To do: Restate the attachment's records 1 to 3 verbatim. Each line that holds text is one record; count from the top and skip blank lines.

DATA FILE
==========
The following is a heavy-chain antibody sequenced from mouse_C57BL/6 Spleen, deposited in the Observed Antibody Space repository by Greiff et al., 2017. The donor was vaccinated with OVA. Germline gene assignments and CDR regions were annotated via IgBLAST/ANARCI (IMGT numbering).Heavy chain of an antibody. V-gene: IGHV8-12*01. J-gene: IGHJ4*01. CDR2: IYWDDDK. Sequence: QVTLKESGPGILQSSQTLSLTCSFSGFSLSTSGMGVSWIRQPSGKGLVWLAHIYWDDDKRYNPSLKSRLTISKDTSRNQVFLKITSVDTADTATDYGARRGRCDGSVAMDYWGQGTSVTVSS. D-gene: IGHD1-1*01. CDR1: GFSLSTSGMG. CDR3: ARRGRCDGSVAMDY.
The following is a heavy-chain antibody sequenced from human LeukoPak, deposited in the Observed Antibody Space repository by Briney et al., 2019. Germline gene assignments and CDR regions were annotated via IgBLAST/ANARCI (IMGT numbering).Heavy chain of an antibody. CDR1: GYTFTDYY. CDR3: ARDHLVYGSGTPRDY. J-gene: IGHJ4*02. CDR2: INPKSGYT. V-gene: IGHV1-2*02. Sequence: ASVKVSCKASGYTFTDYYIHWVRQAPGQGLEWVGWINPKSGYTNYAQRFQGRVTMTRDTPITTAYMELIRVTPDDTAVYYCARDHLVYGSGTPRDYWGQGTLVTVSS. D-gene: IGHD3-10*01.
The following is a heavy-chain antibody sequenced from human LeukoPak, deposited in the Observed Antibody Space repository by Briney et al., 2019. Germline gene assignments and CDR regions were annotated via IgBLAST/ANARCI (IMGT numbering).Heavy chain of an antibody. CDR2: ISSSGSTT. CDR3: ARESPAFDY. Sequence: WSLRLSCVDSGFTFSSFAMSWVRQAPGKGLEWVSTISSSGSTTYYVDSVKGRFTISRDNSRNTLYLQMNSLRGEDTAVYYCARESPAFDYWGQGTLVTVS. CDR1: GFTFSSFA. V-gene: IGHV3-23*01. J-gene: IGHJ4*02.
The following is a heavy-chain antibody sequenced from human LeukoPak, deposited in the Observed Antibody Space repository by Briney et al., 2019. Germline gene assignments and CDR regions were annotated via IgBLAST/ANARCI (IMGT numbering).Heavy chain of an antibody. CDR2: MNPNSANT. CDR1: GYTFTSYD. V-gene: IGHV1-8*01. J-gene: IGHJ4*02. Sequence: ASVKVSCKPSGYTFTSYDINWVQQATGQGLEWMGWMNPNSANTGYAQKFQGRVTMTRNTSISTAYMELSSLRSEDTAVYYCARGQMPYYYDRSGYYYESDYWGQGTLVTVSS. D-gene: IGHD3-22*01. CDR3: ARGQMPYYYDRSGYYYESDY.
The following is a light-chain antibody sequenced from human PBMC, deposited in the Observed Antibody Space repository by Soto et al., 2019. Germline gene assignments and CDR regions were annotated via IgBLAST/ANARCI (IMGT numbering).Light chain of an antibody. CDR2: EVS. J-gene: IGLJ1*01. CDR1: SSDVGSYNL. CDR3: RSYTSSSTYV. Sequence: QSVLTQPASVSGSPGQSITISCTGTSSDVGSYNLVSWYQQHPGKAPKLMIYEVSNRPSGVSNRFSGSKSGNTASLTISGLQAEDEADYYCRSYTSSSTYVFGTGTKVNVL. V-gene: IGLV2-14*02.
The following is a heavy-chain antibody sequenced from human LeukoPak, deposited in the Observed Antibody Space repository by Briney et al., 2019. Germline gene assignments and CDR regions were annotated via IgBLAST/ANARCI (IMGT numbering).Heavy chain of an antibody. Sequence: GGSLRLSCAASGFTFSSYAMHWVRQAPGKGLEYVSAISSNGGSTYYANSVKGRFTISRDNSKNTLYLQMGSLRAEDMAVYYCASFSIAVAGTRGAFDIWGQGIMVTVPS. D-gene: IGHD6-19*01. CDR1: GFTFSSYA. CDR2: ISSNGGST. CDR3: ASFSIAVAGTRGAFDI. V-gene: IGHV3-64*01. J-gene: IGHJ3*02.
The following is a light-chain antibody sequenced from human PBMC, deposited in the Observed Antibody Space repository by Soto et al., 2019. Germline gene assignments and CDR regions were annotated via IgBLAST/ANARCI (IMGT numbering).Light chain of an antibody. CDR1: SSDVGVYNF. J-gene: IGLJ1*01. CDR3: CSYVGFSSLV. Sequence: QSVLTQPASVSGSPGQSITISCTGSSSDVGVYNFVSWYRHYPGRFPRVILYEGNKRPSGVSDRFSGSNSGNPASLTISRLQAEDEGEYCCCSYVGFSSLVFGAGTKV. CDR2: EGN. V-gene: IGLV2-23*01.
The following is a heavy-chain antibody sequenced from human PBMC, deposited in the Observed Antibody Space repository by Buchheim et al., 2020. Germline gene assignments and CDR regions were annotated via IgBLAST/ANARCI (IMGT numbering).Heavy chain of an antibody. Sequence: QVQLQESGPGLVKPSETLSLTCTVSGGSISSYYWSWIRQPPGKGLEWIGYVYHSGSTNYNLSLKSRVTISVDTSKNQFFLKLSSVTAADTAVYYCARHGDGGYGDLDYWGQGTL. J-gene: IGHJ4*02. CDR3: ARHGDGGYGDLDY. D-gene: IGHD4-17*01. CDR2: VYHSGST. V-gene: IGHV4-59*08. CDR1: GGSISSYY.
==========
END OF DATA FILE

The following is a heavy-chain antibody sequenced from mouse_C57BL/6 Spleen, deposited in the Observed Antibody Space repository by Greiff et al., 2017. The donor was vaccinated with OVA. Germline gene assignments and CDR regions were annotated via IgBLAST/ANARCI (IMGT numbering).Heavy chain of an antibody. V-gene: IGHV8-12*01. J-gene: IGHJ4*01. CDR2: IYWDDDK. Sequence: QVTLKESGPGILQSSQTLSLTCSFSGFSLSTSGMGVSWIRQPSGKGLVWLAHIYWDDDKRYNPSLKSRLTISKDTSRNQVFLKITSVDTADTATDYGARRGRCDGSVAMDYWGQGTSVTVSS. D-gene: IGHD1-1*01. CDR1: GFSLSTSGMG. CDR3: ARRGRCDGSVAMDY.
The following is a heavy-chain antibody sequenced from human LeukoPak, deposited in the Observed Antibody Space repository by Briney et al., 2019. Germline gene assignments and CDR regions were annotated via IgBLAST/ANARCI (IMGT numbering).Heavy chain of an antibody. CDR1: GYTFTDYY. CDR3: ARDHLVYGSGTPRDY. J-gene: IGHJ4*02. CDR2: INPKSGYT. V-gene: IGHV1-2*02. Sequence: ASVKVSCKASGYTFTDYYIHWVRQAPGQGLEWVGWINPKSGYTNYAQRFQGRVTMTRDTPITTAYMELIRVTPDDTAVYYCARDHLVYGSGTPRDYWGQGTLVTVSS. D-gene: IGHD3-10*01.
The following is a heavy-chain antibody sequenced from human LeukoPak, deposited in the Observed Antibody Space repository by Briney et al., 2019. Germline gene assignments and CDR regions were annotated via IgBLAST/ANARCI (IMGT numbering).Heavy chain of an antibody. CDR2: ISSSGSTT. CDR3: ARESPAFDY. Sequence: WSLRLSCVDSGFTFSSFAMSWVRQAPGKGLEWVSTISSSGSTTYYVDSVKGRFTISRDNSRNTLYLQMNSLRGEDTAVYYCARESPAFDYWGQGTLVTVS. CDR1: GFTFSSFA. V-gene: IGHV3-23*01. J-gene: IGHJ4*02.